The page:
The highs and lows of being creative can be so intense. Salt Lake ComicCon and the iWriteNetwork retreat were so sweet and uplifting. Meeting my iWriteNetwork friends meant so much to me--to be around people who believe what I believe and write what I like is so encouraging. We as writers are in a secluded environment so when we see like-minded people, we are enriched. 

Meeting fans and actors of Star Trek Continues was very emotional. Star Trek meant so much to me growing up, and Star Trek Continues is a direct connection to a part of me that was always secure, alive, and full of hope. A large part of that had been lost for years. To have it back is like regaining the use of a limb. I can't get enough of that show!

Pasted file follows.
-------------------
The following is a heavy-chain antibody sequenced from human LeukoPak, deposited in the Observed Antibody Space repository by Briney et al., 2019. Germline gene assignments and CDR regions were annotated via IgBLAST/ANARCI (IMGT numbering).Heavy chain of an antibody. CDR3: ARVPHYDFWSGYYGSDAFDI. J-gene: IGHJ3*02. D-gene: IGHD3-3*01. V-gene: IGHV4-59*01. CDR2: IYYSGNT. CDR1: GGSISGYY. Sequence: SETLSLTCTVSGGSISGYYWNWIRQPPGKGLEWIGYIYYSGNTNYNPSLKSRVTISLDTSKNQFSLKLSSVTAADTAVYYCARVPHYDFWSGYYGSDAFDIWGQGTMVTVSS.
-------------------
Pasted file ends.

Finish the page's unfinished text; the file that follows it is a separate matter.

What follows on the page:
So how does one balance the highs and lows? 

Remembering there is opposition in all things. We cannot fully appreciate the beautiful without seeing what is ugly. We cannot forgive without being hurt first in order to have a reason to forgive. We cannot start our climb from the top of the mountain--we need to fight the battle to get to the top where all things are then made clear. We need to understand that rewards are sweeter when hardships cut straight to the heart.

Thanks to the Insecure Writer's support Group for showing me that other people have the same struggles that I do. It helps in overcoming depression. It helps to know there is success out there, for me too, one day. 

Wednesday, September 2, 2015

IWSG September post: A Tiny Girl with a Giant Passion

Most every time I write for the Insecure Writer's Support Group on the first Wednesday of the month, I think to myself, "Wow, I have so much to be thankful for. So much has happened to help boost my spirit and lessen my insecurities." This is good. I'd rather celebrate the tender mercies in my life rather than murmur about my problems. (and I have many...but I'm determined to overcome them!)